Monday, December 29, 2008

crowded furniture

29 December

We live in a small house, an Allston house, so that every late-December a little drama arises around fitting in the tree. I was brought up to resist trimming the tree until a day or two before Christmas, so the question usually erupts on the 22nd or 23rd: where do we put it? The answer involves moving chairs and tables around, so that our normally crowded double parlor gets even more so, and you have to pick your way from room to room. Disused wrapping paper and seasonal catalogs only make things worse.

The tree itself, all dressed up in lights and ornaments, is some compensation for the added clutter, as are the colored lights on the outside windows and the delicacies that appear on the table. But apart from those trade-offs  I find that I like the crowded furniture for its own sake. That's why we have so much of it: three rockers and a couple sofas, miscellaneous chairs and end tables of many shapes and sizes, garnered from elderly relatives and sidewalks and god-knows-where. And lamps, standing and table, old and new. To be frank, our downstairs already looks like a second-hand furniture warehouse, and when you add in an eight-foot pine, the consequences are ... cozy.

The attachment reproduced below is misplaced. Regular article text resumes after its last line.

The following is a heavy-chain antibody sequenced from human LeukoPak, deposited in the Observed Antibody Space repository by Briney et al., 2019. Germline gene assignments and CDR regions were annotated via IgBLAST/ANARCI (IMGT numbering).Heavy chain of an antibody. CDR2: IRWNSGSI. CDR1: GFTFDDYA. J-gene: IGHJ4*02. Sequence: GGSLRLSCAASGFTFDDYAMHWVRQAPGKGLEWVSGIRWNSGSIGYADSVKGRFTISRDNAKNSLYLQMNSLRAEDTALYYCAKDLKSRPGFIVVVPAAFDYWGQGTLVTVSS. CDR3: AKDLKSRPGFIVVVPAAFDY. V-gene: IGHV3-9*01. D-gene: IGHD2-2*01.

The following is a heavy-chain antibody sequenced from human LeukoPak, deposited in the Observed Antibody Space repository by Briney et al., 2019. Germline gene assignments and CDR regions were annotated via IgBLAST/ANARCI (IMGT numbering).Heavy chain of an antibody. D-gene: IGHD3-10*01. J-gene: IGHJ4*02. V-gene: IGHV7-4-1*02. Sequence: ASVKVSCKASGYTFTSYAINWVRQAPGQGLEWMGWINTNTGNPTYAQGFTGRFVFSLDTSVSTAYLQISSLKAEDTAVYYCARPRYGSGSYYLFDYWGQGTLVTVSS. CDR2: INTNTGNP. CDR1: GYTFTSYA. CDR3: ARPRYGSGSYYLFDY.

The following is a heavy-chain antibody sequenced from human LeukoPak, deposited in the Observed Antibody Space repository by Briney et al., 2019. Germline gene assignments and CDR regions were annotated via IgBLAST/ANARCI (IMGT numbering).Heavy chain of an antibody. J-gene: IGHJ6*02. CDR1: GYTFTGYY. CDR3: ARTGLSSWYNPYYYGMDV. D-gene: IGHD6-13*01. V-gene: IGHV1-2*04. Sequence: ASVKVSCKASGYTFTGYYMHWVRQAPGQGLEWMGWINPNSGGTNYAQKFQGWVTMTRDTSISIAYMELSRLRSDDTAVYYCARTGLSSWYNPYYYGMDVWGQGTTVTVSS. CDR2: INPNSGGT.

My temporary apartment in Montparnasse was an even smaller space, just one room and an alcove, 180 square feet at best. But the effect was just the opposite: clean and spare, with only the most essential furniture and blank white walls. While my landlady's quite antithetical taste in décor gave me--I'll admit it--a certain psychic relief, it is equally true that I spent a lot of time imagining how, if I owned my own apartment in Paris, I would fill it up with the most wonderful furniture.  I thought this while browsing the second-hand furniture market along the Boulevard de Reuilly on a Saturday, when dealers set out cherished collections of old chairs or dining sets, even oil paintings and old silver, a whole history of former apartments laid out in booths along the sidewalk. Or window-shopping the lower Rue Jacob, a fancier antique district, I would imagine the most ornate second-empire interiors for myself, with gilded statues and tasseled lamps. You would have trouble just getting from one side to the other of my imaginary Parisian studio, but it would please your eye, in a homey sort of way, as you did so.